Joint replacement surgery can be the final treatment approach for people with various forms of degenerative arthritis. Selecting the right time to have a joint replacement can prevent the need for another replacement later and avoid premature surgery or complications in some people.
Type Of Arthritis
Although joint replacements may be done for any form of arthritis, the outcomes for severe osteoarthritis are generally better than for people with severe inflammatory arthritis. A major problem that occurs with inflammatory arthritis is the underlying problem is ongoing and is not solved simply be replacing a damaged joint. Since people with inflammatory arthritis can have any number of joints affected, this can contribute to problems after surgery. Having limited mobility after a joint replacement can increase your risk of blood clots and the development of scar tissue. If your hands and wrists are painful or deformed, this will make using assistive devices to help with walking difficult or impossible. The medications used to manage inflammatory arthritis can cause bone loss or increase your risk of infection, which further complicates a joint replacement.
Severity Of Arthritis
It is difficult to gauge the severity of arthritis because what is seen on x-ray does not always match what the person is experiencing. The best candidates for joint replacement are those with radiographic evidence of severe arthritis. For years before the joint reaches this level of degeneration, people may experience major limitations in their mobility and chronic pain. This adds hurdles when a joint replacement is delayed after many years of limited mobility. People may have become sedentary and have gained weight, which can make surgery more risky and contribute to a harder recovery. Surgeons may need to weigh the difference between self-reported severity and radiographic severity when deciding whether continuing with non-surgical treatments are the better option.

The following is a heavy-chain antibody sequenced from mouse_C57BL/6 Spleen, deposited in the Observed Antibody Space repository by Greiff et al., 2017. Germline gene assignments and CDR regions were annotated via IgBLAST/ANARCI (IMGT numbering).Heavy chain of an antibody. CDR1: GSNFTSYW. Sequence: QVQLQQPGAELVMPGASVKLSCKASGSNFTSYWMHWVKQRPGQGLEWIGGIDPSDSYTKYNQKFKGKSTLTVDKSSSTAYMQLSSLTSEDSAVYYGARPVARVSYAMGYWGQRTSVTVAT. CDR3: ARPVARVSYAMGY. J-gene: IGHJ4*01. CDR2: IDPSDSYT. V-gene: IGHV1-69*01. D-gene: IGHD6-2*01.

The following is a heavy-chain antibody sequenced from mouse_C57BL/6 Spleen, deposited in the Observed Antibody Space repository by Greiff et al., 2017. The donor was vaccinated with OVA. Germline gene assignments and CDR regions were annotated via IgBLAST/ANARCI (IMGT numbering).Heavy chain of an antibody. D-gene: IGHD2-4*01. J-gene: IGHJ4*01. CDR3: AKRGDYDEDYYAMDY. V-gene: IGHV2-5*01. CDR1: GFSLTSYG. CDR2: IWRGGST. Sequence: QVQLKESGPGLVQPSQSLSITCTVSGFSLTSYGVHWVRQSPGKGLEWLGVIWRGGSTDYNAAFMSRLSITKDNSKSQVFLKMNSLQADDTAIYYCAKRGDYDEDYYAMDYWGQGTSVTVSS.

Patient age can be a major influence when deciding the timing of a joint replacement. This does not mean young or middle-aged people do not have joint replacements or are excluded from the procedure. Generally, surgeons prefer to perform joint replacements when the surgery is expected to last the remainder of the person's life. All joint replacements have an expected lifespan before they may experience failure and need to be replaced again. Replacing a joint replacement can be difficult because scar tissue formation and other obstructions may have developed over the years, making it harder to remove the old replacement joint. Additionally, there could be weakening of the bone that supports the replacement and it may not be suitable to handle another replacement.
When a joint replacement occurs is not an easy decision for surgeons. There are several variables that not only affect whether a surgeon agrees to the procedure, but also affect the outcome of surgery.Share